When it comes to letting your entrepreneurial spirit run wild, you have plenty of options for where you can launch a business. However, some countries are more advantageous than others. Knowing where to look will help you make smart, forward-thinking decisions that give your venture the best chance to thrive.
What Makes a Country Pro-Business?
In order to select a country that’s good for business, you have to know what makes a country pro-business to begin with. Many of the factors are situation-specific – meaning it’s dependent on the type of business you’re starting and what your goals are. Other factors are pretty standard across the board.
For starters, take a look at the economic policies and approach each country’s government has towards entrepreneurship, private business, and free enterprise.
“Pro-business policies imply government intervention to promote firms, while a pro-consumer approach envisages a competitive market with a less intrusive role for government,” explains Milan Vaishnav, a senior fellow with the Carnegie South Asia Program.
“While the former approach suggests protectionism, restrictions on foreign investment, and special business privileges, the latter approach would instead seek pro-trade policies, better consumer protection, and equal treatment across firms. A pro-business approach favours dominant incumbents over new market entrants, while a pro-consumer approach encourages lowering entry barriers to enable ‘creative destruction’ of inefficient firms.”
Underneath the heading of “economic policies,” you have to look at tax law and how revenue is handled. High taxation can kill economic opportunities and limit growth potential, while friendly tax laws create massive opportunity for profitability and expansion.
Beyond government policies, you can tell a lot about whether a country is right for your business venture by studying the marketplace (is there a demand for your product?), existing competition, and the availability of business partners.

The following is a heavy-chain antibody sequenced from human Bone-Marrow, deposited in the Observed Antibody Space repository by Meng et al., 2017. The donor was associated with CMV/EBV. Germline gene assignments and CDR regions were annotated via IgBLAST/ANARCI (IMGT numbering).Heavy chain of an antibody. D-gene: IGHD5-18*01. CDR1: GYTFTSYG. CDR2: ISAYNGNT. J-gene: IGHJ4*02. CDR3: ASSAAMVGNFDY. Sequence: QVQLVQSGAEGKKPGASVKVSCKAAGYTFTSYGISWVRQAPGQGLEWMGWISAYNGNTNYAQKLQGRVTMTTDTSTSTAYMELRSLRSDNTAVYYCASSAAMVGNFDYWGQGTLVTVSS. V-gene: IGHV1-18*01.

5 Countries to Consider
As you do your due diligence and make a short list of potential destinations for your new venture, here are some pro- business countries that you should consider:
U.S. News & World Report ranks Thailand as the best country to start a business. Not only does it have a strategic location, but it also has a competitive manufacturing industry, low poverty and unemployment, and an increase in western education. GDP per capita is on the rise, and new policies make entrepreneurship more attractive than ever.
Mexico, widely considered to be a death trap for businesses, is actually starting to be viewed in a different light. No longer is it a country businesses use for manufacturing – it’s actually becoming a destination. GDP has reached $1 trillion, and entrepreneurship is thriving.
3. United Kingdom
The United Kingdom is attractive for several reasons – particularly for Americans. Not only is it an easy cultural shift – same language and similar customs – but incorporating is both fast and affordable. Non-European entrepreneurs will need to look into applying for a Tier 1 Entrepreneur visa and do a little research on the various tax laws, but all in all, it’s an attractive environment for entrepreneurs.
Once a British colony, Malaysia now has a population of more than 29 million people. While less important now than in centuries past, Malaysia’s strategic location along key trade routes has allowed it to forge powerful and convenient partnerships with other countries. And with a growing GDP and population, it’s a market worth considering.
5. United States
You don’t necessarily need to leave the country to start a new business. The United States has always been pro-capitalism, and new tax laws and fewer regulations mean it’s even more attractive over the short-term. You’ll also have the benefit of knowing the language and culture, which presents fewer challenges when starting out.
Consider the Intangible Factors
In addition to tangible metrics like taxation, GDP, population, GDP per capita, and other concrete data points, it’s important to consider the intangible factors that will make or break your success in a particular country.
When it comes to moving abroad, are you willing to be so far away from family? Do you speak the local language? Do you understand cultural practices? There aren’t mathematical equations for these issues – you have to face them head-on. And in doing so, you’ll determine the actual feasibility of each situation.